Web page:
Grand Traverse County Eyes A New Strategy To Reach Herd Immunity
By Craig Manning | May 3, 2021
As of April 30, more than 61 percent of Grand Traverse County’s 16-and-over population has received at least one dose of a COVID-19 vaccine. With 70 percent touted widely as the threshold for achieving herd immunity, Grand Traverse County is getting close to “return to normal” numbers – at least on paper. But though another nine percent might not seem like far to go, Grand Traverse County Health Department (GTCHD) Health Officer Wendy Hirschenberger says that last push is going to be the hardest, with demand for vaccines tapering off nationwide and GTCHD reaching the end of its existing queues for vaccine clinics.
“Our supply is finally outweighing our demand,” Hirschenberger tells The Ticker. “For two weeks in a row, we had to pass on our allocation of Pfizer because we had more than enough for the appointments and clinics that we had planned. Last week, we also sent out scheduling emails to our last group of people waiting in the queue for vaccination and opened it up for immediate scheduling. We are now working towards the group who have waited to get vaccinated but need it to be more convenient. We also know that some may have been waiting for the demand to slow down, so now we are able to meet the immediate demand and needs of anyone in the community 16 and older.”
So far, vaccination efforts in northern Michigan have largely required residents to visit a specific site, like a GTCHD clinic at the Hagerty Center or Rite Aid. GTCHD officials believe there are people who are willing to get the vaccine, but that their milder desire for a shot might not outweigh the inconvenience of scheduling an appointment or driving to a specific location to do so.
Emmy Schumacher, GTCHD public information officer, says there are probably people locally who “may not get [the vaccine] unless it's really convenient. If they happen to be somewhere it's being offered, they will get it, but will not make the effort to seek it out themselves.” She adds that “a multitude of personal reasons” could be acting as roadblocks for people in this particular group, from busy work schedules to transportation or child care challenges to “just not being as eager as those that had their hands raised from the get-go.”
The result, Hirschenberger says, is that the stage of fixed-location vaccine clinics is likely nearing its end. The next chapter of local vaccination efforts will take the form of outreach clinics – an approach that will present brand-new hurdles for local health departments and vaccine providers.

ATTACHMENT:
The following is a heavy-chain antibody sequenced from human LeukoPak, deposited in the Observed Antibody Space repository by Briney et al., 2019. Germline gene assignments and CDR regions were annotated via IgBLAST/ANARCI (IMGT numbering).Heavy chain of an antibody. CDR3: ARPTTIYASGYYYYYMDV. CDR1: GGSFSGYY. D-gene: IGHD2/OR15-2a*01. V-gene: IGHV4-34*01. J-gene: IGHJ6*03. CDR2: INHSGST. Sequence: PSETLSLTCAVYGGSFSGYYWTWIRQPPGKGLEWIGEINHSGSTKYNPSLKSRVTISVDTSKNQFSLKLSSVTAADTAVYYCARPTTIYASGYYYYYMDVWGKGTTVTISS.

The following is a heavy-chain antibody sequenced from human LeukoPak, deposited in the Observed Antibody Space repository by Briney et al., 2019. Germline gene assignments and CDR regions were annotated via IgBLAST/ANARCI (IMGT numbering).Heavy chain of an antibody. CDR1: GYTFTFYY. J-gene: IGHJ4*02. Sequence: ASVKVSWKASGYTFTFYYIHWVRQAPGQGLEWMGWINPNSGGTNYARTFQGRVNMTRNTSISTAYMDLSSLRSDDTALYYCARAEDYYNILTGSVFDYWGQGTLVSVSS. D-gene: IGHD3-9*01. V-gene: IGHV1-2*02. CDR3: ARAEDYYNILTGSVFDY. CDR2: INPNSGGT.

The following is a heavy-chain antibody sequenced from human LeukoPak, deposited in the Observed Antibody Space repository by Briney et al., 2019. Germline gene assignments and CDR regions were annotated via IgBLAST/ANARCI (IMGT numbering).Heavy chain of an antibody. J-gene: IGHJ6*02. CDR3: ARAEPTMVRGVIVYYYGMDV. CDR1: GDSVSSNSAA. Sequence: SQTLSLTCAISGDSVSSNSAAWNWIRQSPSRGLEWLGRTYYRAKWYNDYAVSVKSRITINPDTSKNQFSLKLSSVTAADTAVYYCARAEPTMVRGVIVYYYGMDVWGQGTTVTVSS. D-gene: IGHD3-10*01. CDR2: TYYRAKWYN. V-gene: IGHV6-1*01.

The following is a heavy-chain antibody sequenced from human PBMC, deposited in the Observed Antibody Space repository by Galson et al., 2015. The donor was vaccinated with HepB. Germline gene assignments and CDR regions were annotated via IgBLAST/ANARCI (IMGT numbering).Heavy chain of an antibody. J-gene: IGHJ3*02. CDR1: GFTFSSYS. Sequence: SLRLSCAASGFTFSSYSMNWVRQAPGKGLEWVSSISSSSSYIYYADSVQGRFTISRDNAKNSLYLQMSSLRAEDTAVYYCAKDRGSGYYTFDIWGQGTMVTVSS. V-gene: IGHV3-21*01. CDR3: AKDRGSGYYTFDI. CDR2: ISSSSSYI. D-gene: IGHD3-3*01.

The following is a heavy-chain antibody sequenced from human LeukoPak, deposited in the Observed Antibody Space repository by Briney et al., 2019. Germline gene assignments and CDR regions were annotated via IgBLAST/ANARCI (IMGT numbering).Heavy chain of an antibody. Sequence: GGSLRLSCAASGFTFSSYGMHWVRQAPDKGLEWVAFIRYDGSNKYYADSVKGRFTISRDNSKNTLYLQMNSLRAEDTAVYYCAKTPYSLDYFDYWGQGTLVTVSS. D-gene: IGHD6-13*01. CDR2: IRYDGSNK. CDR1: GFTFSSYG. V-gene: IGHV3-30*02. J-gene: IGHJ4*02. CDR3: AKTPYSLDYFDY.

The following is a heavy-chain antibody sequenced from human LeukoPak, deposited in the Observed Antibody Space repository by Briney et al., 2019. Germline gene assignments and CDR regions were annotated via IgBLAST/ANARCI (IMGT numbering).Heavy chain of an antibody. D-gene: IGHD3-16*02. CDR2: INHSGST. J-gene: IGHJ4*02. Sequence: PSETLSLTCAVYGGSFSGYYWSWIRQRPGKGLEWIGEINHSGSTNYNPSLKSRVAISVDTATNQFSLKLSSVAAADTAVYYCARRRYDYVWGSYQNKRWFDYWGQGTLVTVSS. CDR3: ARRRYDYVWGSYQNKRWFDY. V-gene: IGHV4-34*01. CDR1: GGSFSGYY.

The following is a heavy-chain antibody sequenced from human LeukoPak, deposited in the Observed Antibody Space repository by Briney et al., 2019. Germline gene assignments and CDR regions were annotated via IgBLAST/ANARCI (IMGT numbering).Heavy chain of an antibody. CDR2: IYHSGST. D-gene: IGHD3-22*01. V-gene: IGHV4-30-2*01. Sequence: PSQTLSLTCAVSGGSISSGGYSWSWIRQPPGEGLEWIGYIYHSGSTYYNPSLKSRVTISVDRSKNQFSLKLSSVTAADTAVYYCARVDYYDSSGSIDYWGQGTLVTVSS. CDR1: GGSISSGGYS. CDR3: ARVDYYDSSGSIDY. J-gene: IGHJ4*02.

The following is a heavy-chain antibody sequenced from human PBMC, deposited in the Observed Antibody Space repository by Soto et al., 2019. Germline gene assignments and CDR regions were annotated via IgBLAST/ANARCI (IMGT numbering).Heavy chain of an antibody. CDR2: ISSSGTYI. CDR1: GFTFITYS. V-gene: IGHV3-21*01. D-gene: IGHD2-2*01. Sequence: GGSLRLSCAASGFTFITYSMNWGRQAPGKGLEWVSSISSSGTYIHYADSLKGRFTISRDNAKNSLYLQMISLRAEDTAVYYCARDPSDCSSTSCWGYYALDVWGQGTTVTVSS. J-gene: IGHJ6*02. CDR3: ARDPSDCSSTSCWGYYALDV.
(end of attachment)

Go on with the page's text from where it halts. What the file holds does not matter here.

“For this next phase, we know we will have to bring the vaccine to the public rather than the public coming to us for it,” Hirschenberger explains. “It’s going to be another huge logistical lift, as it takes more manpower and hours to take the clinics on the road, but it will be well worth it. The throughput is also much less than what we have been seeing at the Hagerty Center, but we know it’s what we have to do in order to reach that 70 percent in our community.”
One approach, Hirschenberger says, will be to partner with “bigger employers, business groups, trade groups, churches, and any other group that is interested” – to set up mini vaccine clinics for their employees or members. Another idea is to set up drive-through clinics or other “pop-up” vaccination sites. Any of these methods will be slower and less efficient than the mass vaccine clinic model that has so far defined COVID-19 inoculations in northern Michigan.
In other words, locals shouldn’t expect Grand Traverse County to hit the 70 percent mark right away.
“We do know that vaccination of the last 10-20 percent will be challenging in different ways, and will likely take just as long to accomplish [as the initial 60 percent],” Hirschenberger says.
Grand Traverse County isn’t the only place that will see this kind of shift. Hirschenberger notes that health departments, pharmacies, and physician offices around the state are all starting to experience slowdowns in demand and are looking at ways to be “creative and very strategic” about outreach.
The local area is slightly ahead of the curve, however: As of April 30, just over four million Michigan residents have received at least one dose of vaccine – 50 percent of the 16-and-over population. Last week, Governor Gretchen Whitmer announced a reopening plan that will stage the lifting of COVID restrictions to corresponding vaccine benchmarks. Restrictions will start to lift once the state hits 55 percent, with all restrictions – including mask mandates – lifting when Michigan crosses the 70 percent boundary. At 61.61 percent, Grand Traverse County has the second-highest vaccine rate in the state, as of April 30. The highest? Leelanau County, with 68.26 percent. Emmet County rounds out the top three, with 61.07 percent.
Despite the favorable vaccine rates here and the “almost there” nature of the 70 percent herd immunity benchmark – Grand Traverse County needs to vaccinate about 6,500 more people to cross that line – Hirschenberger says the work isn’t over, and won’t be even when a 70 percent vaccination rate is reached and surpassed.
“That is great metric,” she says of Grand Traverse County’s current vaccination rate. “It means we have a little less than 10 percent of our population left to vaccinate to achieve the lower threshold of ‘community immunity.’ Obviously, the higher the percentage we are able to achieve, the better the overall protection for all our population.”
As for vaccines doing their job, Hirschenberger says there is now ample local evidence to prove that point.
“We know the vaccines work based upon our review of COVID cases since the vaccine has been available,” she says. “Those in the age groups that have 70 percent coverage are a very small percentage of the cases.”Comment